University campus. On Saturday
morning, Harry Bullock, Robert
Stivers, and Sam McDonald of the
Approximately One Hundred University of Kentucky will represent the school in the individual
Persons Attend Membercompetition to determine the best
ship Dinner at Maxdrilled cadet of the meet. They
well Church
will be tested In the manual of arms
and the school of the soldier. A
RISHOP ABBOTT SPEAKS rifle match for different teams of
the competing schools will finish
The Rt Rev. H. P. Almon Abbott, the program for the morning. Rebishop of the Episcopal diocese of presentatives attending the meet
Lexington, was the chief speaker will be taken on a conducted tour
at a University Y.M.C-A- . member- of Columbus and its vicinity on
ship banquet held at the Maxwell Saturday afternoon, sponsored by
Street Presbyterian church Tues- Company "A" of Ohio State UniEvening's
day night, with approximately 100 versity.
persons in attendance. Those
will consist of a banquet and a
members of the Uni- dance at the Neil House in Columversity Y.M.C.A. and Y.W.C.A. cab- bus. Two orchestras and two ballinets and members of the Univer- rooms have been secured to accommodate guests at the dance.
sity Y.M.C.A. advisory board.
Dr. Hume Bedford, chairman of
The University of Kentucky has
the advisory board, presided, and won the drill meets for the last
Rev. Wallace McPherson Alston, three years when they were held at
pastor of the church pronounced the University of Illinois, the University of Kentucky, and Indiana
the invocation.
William Bryan, Lexington, retir- University. Captains of University
ing president, related the purposes of Kentucky companies for those
of the organization, and Bart N. years were Bill Saunders, Joe Mills,
Peak, secretary of the University and Charles Kaufman. Oscar RenY.M.C.A, presented keys to Bryan ter is the captain of the present
and Julian Cox, who were out- company.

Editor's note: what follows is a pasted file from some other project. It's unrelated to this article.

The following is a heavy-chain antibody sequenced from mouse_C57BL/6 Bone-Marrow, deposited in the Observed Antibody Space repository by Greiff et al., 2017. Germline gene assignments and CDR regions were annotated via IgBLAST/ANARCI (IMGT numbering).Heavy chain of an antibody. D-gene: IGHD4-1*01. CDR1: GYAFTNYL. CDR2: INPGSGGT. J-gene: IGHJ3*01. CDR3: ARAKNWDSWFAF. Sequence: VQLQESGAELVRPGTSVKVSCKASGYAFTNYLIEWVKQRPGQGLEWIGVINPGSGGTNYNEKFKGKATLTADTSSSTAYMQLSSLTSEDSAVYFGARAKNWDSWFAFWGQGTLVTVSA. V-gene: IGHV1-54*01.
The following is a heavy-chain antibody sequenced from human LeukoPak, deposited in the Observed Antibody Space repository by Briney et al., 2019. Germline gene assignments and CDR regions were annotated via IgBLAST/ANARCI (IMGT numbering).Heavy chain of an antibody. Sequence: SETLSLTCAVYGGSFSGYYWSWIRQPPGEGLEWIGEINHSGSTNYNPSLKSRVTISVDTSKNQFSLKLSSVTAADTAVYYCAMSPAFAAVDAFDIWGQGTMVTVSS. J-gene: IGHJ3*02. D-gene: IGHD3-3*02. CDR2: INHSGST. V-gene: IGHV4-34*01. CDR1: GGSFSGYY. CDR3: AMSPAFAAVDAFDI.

Pershing Rifles was founded six
standing in Y.MC.A. work. Prof.
Adolph Bigge, of the University years ago by General Pershing
German department, installed the while he was in the military de-p- a
rtmnet of the Unlversty of Nenew officers.
President Addresses KentThese included Donald Reister, braska.
Frankfort, president; John Darnell,
Four seniors, eight juniors,
ucky Association at a
Robert sophomores, and 30 freshman comFrankfort,
Luncheon Meeting
Olney, Lexington, secretary and prise the 1935 University of KenTuesday
John Spragens, Lebanon, treasurer. tucky company of Pershing Rifles.
A vocal selection was sung by
Arthur Smith, baritone, Plcadome
high school 6tudent, one of the
McVey addressed the winners in the recent state high
Macon, Mo., May 9 (INS) Fedluncheon meeting of the Kentucky school music festival. His accomeral investigators from the U. 8,
Association of Personal Finance panist was Miss Lula F. Olney.
Bureau of Air Commerce were to
Tuesday at the Lafayette hotel,
arrive here today to open their
speaking on the subject "Small
formal probe into the crash of the
A business meeting folLoans."
giant TWA airliner Sky Chief,
lowed the luncheon speakers.
which cost Senator Bronson CuttR. M. Rutherford of Louisville,
ing of New Mexico and four other
president of the association, intropersons their lives.
duced Reverend Farish, pastor of
the Woodland Christian church,
who led the Invocation. A welcome
address was made by City ManaGraves-Co- x
Co. and Makers
Rome, May 9 (INS) The Baltio
ger Paul Morton, followed by the
of Arrow Shirts Will
and the Balkans occupied the cenprincipal speaker, President McVey.
Give Prizes for
ter of the diplomatic stage today as
In speaking on the subject Prespremiers
Best Ad
and foreign ministers
ident McVey outlined the imporhustled all over the continent for a
tance of the small loan agencies in
series of nearly a dozen important
the national relief program. He WILL CLOSE ON MAY 18
Preliminary to the
likened his remarks to the man
In Rome
"who carried coals to Newcastle".
Graves and Cox, men's store, In Danubian Conference
He pointed out that the agrarian connection with the makers of Ar- June 3, Chancellor Kurt Bchusch-nig- g
of Austria was on his way to
turnover was slower than that in row Shirts, Is sponsoring an ad
other businesses, and was being writtlng contest, using as subject Florence to see Premier Benito
taken care of by government agenmatter the well known brand of Mussolini Friday and Saturday.
cies. The man who wanted medishirt. The awards and Judges will